While testing the Chrony, I accidently hit and dented the back of the aluminum case with a pellet. When I told Pyramyd Air about it they told me to just keep the machine and use it, which I readily did. In the three years I have had it, the Alpha model Shooting Chrony has become my most-used office chronograph, and the Oehler is now just for taking to the field.
I can tell you that, once you own a chronograph, you’ll find a hundred uses for it that you never imagined. I can tell the state of a spring gun before and after certain repairs and modifications, such as the breech seal test I ran on the Diana model 27. I never could have known the difference the new seal made if I didn’t have a way to measure velocity.
Shooting Chrony and Ballistic Printer
I’m recommending the Alpha model Shooting Chrony chronograph as a great Christmas present for an avid airgunner. If there’s more money in the budget, I recommend the Shooting Chrony Ballistic Printer that connects to the chronograph and prints the results as you go. It’s such a time savings to not have to write down each velocity in a long shot string!
World’s toughest pellet trap
You all know that I test a lot of airguns. Many of you met me here on the Pyramyd Air blog, which I’ve been writing since 2005. But a few of you go back two more years when I was the editor of Airgun Illustrated magazine. Some of you were even there for the nine years before that when I published The Airgun Letter newsletter. Throughout all that time, I’ve used but one pellet trap as my primary trap. It was expensive when I bought it in 1993 and it costs even more today, but the Heavy Duty pellet trap is a lifetime investment. I’ve shot over a half-million rounds into mine, and it’s still in great shape. It will still be in great shape 40 years from now, when two or three other owners have given it their lifetimes of use on top of mine.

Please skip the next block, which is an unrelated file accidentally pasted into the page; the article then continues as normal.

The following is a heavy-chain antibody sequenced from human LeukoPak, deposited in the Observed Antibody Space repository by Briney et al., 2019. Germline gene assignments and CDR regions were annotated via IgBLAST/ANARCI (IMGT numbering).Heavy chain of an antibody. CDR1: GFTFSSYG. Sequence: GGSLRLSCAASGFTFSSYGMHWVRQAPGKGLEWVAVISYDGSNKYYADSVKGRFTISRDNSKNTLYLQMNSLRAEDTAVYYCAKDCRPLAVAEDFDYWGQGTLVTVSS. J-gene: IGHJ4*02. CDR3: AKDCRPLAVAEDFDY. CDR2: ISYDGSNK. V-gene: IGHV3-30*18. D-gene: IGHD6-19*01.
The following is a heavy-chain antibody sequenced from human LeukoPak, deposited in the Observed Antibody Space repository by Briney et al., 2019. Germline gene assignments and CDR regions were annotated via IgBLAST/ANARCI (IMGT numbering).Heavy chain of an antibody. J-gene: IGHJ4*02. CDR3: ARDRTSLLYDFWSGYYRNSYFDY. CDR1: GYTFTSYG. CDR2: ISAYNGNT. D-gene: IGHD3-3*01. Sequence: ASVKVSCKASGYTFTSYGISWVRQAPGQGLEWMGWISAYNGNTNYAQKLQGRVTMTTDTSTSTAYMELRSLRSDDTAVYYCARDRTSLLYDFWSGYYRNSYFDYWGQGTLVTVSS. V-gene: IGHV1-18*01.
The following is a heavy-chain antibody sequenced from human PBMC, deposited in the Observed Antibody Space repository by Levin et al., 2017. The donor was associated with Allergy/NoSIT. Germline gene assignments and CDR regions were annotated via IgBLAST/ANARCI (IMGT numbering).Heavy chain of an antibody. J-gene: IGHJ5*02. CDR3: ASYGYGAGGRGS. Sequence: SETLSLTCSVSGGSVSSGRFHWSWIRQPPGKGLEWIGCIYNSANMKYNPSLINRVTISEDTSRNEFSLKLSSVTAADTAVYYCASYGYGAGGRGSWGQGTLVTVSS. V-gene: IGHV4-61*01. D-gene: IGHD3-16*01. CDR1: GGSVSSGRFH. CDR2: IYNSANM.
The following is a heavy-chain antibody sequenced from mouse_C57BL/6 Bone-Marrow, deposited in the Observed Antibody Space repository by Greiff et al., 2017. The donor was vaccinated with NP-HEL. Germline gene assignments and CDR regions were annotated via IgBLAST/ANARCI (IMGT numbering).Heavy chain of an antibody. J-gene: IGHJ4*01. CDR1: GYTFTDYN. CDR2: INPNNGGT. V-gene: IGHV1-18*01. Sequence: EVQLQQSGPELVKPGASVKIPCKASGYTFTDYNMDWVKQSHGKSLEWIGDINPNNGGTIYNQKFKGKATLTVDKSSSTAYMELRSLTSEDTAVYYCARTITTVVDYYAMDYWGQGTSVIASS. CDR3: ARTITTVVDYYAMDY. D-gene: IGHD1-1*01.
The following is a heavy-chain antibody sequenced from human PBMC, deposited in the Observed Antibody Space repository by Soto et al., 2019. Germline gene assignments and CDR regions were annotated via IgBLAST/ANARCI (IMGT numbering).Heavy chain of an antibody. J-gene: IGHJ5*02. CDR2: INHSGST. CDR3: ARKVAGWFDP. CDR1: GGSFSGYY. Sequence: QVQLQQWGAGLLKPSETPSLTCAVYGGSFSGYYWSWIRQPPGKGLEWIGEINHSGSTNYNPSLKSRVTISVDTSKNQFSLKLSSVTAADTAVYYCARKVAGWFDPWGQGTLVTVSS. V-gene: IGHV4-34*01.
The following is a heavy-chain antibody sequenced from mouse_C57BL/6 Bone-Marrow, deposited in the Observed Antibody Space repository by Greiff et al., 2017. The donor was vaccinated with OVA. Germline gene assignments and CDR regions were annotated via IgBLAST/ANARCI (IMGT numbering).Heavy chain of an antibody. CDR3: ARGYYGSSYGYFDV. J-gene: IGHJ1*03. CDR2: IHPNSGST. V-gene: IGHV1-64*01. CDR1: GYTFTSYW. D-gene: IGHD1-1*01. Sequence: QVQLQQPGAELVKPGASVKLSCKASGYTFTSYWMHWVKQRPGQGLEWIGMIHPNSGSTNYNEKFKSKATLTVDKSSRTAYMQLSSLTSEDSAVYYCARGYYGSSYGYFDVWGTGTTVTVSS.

They say this trap can stop a bullet from a .22 long rifle. Well, I’ve done that, plus hitting it with bullets from Farco air shotguns, Big Bore 909s, Career 9mms, Career Dragon Slayers and other powerful airguns for which nothing else will suffice. Want a pellet trap with boat-anchor reliability? This is it. No, it isn’t flashy and exciting. It just does its job and keeps on working, decade after decade. You’ll never wear one out.
From the expensive to the not-so-expensive, we now go to the Blue Book of Airguns. This is the book that makes all of us smart about airguns. I keep mine on my desk and not a week goes by without a couple questions that have to be researched. Don’t think of the Blue Book as a price guide, because it’s usually wrong. Airgun prices have been in a state of upward flux for the past five years and just this year the prices flattened and rolled back in response to the increasingly poor economy.
Use the Blue Book to learn more about your hobby. Discover great airguns you never knew existed. Get smart before you visit that pawn shop or gun show and see an airguns you know nothing about. Find those “same as” models that sell for lower prices–like the Hy Score 807 that’s really a Diana 27. All of this and more can be done with the Blue Book.
Well, that’s a start on my Christmas list for you. Next time, I’ll look at some real value-packed guns.